Be transparent, write captions in your tone, and create content in your style. If you have a unique idea or cool spin you want to pitch to a brand, do it. Not everyone wants the cookie-cutter approach to content. Brands will appreciate it, and most importantly your audience will appreciate it.

5. Request a Campaign or Collaboration Brief.

Following my last point on authenticity and individuality, it is equally important to discuss the collaboration guidelines with the brand to get an overview of the objective, goals, and deliverables. This is important because it sets the expectations for both parties. Although some guidelines may be very loose (like receiving products and/or monetary compensation in exchange for a sponsored blog review or Instagram post), some social campaigns and collaborations have specifics in terms of: the platform deliverable (example: Instagram only, multi-channel, a Snap story etc.), deadlines, and the trackable data (example: certain hashtags or affiliate links).

Brands may have certain marketing campaigns that may revolve around a new product launch, a charity initiative, holiday activations etc., so it is always good to ask if there are specific campaigns or current social initiatives the brand is doing, that you may or may not want to participate in.

6. Stay In Contact. We’re in it for the Long Game.

Some of our best brand advocates are the bloggers and influencers we’ve stayed in contact with. These are individuals who are genuine fans of the brand and products and have worked with us on product reviews, content creation, and collaborations. Keeping in touch, whether it be through social media interactions, emails or going for coffee (or cocktails) is key to maintaining good business.

Building relationships with brands (and also vice versa), will strengthen your credibility and open up future opportunities with the brand.

As brands grow and expand, maintaining and nurturing relationships with its core group of supporters and influencers is super important. I’ve always been a fan of Jim Collins’ quote in his book Good to Great: Get the right people on the bus, the wrong people off the bus, and the right people in the right seats.” We are all in it for the long game, and we all want to grow and succeed with the right people — so stay in touch with brands you genuinely support and want to continue working with, you never know what opportunities may open up.

Originally posted on See Girl Work. See Original Post Link here >

I've Been Headhunted My Whole Career. Keys to Standing Out.


I've Been Headhunted My Whole Career. Keys to Standing Out.


Was it always my plan?  No, not really.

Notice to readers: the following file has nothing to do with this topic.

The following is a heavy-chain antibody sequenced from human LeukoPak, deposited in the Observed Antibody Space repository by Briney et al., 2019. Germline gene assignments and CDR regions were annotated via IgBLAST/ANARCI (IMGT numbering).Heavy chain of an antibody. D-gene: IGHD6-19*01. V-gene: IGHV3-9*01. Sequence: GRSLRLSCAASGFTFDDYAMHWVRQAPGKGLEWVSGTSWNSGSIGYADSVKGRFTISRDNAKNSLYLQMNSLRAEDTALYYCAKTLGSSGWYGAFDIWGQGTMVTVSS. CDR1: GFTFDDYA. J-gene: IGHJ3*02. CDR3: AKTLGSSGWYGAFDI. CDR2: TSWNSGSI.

Did I apply for other jobs along the way?  UM, Yes of course.
And to be honest, I've had job rejections, turned down offers which I later regretted, and been laid off three times in a row along the way.

Although I've somehow always had luck on my side (it could be my Sagittarian trait speaking here), to say it's sheer luck would be a lie. And to those out there who think I'm just lucky all the time, are also mislead too. From a very young age, I've alway felt an 'otherness' and internal motivation. I remember being in high school, and always thinking that I didn't belong in that small town, and had aspirations of being successful, creative, fashionable and loving life in a big city. I couldn't wait to move out of my hometown, and essentially move away from living at my parent's home. I was determined to do everything in my power to go to school, work and live in a big city. Although my interests and career paths have changed, my internal motivation has never stopped.

Here are some of my 🔑🔑 on standing out:


I always say invest in yourself no matter what. You may have children taking up your time and energy or a demanding job that leaves your jet-lagged and exhausted, but in end, you need to nurture YOU. It may mean taking a retreat to recharge your batteries, taking an online course, or meeting with a therapist to work out some kinks. I don't have much to say on this except, when you invest in YOU, only YOU will reap the benefits. Not your employer, not your accountant or co-worker. YOU. When you're continuously working on yourself, for yourself, you will be more confident and balanced, and other's will notice


This is a give in. The harder your work, the hungrier you are, the better your chances are for standing out. There's a divide between people that are hungry, and people who comfortable with their current situations. By working harder, it can mean different things. It can mean taking on projects that are undesirable to other people on your team, learning skills outside your job description, or doing a gig that is less pay but will add experience to your resume. I'm not saying to be that annoying effing overachiever at work who comes in super early and is the last one to leave, I am saying: take on work, that will work FOR you.  For me, that meant being open to taking on a lot of freelance design jobs, helping out with other team's projects, taking on not-so-glamorous tasks like stock price comparisons and peer group analysis. What that did for me was, build my portfolio of work and list of freelance clients, broaden my work circle and learn new skills and terminology that will later benefit me.  Eventually you will start to build up a rapport of being a hard worker, and stand out as someone one who can take on more challenges and opportunities.  This is what companies, headhunters and recruiters are looking for, NOT the employee that's comfortable in the status quo or who is always complaining about their job, boss, co-workers, clients and projects.